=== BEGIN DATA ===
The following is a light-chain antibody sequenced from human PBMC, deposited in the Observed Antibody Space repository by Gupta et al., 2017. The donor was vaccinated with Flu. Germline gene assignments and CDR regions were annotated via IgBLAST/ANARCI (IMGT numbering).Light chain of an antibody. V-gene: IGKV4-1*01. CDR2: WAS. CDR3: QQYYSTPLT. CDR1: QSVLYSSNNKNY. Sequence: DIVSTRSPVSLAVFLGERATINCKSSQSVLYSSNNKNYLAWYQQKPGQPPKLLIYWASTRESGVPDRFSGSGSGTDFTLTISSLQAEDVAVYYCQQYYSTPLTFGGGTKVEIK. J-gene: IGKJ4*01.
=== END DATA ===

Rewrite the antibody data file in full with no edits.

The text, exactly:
The following is a light-chain antibody sequenced from human PBMC, deposited in the Observed Antibody Space repository by Gupta et al., 2017. The donor was vaccinated with Flu. Germline gene assignments and CDR regions were annotated via IgBLAST/ANARCI (IMGT numbering).Light chain of an antibody. V-gene: IGKV4-1*01. CDR2: WAS. CDR3: QQYYSTPLT. CDR1: QSVLYSSNNKNY. Sequence: DIVSTRSPVSLAVFLGERATINCKSSQSVLYSSNNKNYLAWYQQKPGQPPKLLIYWASTRESGVPDRFSGSGSGTDFTLTISSLQAEDVAVYYCQQYYSTPLTFGGGTKVEIK. J-gene: IGKJ4*01.